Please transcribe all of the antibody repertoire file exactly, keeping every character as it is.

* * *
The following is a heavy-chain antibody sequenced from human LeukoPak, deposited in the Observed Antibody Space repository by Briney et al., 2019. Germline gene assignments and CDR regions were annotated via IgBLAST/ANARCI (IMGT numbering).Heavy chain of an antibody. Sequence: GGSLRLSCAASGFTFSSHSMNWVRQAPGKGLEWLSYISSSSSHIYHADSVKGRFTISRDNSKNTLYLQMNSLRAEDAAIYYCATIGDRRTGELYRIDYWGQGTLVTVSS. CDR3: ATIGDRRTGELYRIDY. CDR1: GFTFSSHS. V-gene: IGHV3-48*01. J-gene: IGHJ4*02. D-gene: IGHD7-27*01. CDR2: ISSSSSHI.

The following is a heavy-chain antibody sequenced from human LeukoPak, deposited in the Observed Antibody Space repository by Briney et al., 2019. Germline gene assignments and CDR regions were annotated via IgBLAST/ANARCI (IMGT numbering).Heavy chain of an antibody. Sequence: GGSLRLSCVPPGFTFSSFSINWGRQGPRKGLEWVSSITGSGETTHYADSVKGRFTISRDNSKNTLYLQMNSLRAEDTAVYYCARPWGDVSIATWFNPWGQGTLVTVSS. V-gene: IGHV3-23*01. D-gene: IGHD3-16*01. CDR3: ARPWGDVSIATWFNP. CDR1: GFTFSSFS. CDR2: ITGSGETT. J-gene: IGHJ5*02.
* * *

The following is a heavy-chain antibody sequenced from human LeukoPak, deposited in the Observed Antibody Space repository by Briney et al., 2019. Germline gene assignments and CDR regions were annotated via IgBLAST/ANARCI (IMGT numbering).Heavy chain of an antibody. Sequence: GGSLRLSCAASGFTFSSHSMNWVRQAPGKGLEWLSYISSSSSHIYHADSVKGRFTISRDNSKNTLYLQMNSLRAEDAAIYYCATIGDRRTGELYRIDYWGQGTLVTVSS. CDR3: ATIGDRRTGELYRIDY. CDR1: GFTFSSHS. V-gene: IGHV3-48*01. J-gene: IGHJ4*02. D-gene: IGHD7-27*01. CDR2: ISSSSSHI.

The following is a heavy-chain antibody sequenced from human LeukoPak, deposited in the Observed Antibody Space repository by Briney et al., 2019. Germline gene assignments and CDR regions were annotated via IgBLAST/ANARCI (IMGT numbering).Heavy chain of an antibody. Sequence: GGSLRLSCVPPGFTFSSFSINWGRQGPRKGLEWVSSITGSGETTHYADSVKGRFTISRDNSKNTLYLQMNSLRAEDTAVYYCARPWGDVSIATWFNPWGQGTLVTVSS. V-gene: IGHV3-23*01. D-gene: IGHD3-16*01. CDR3: ARPWGDVSIATWFNP. CDR1: GFTFSSFS. CDR2: ITGSGETT. J-gene: IGHJ5*02.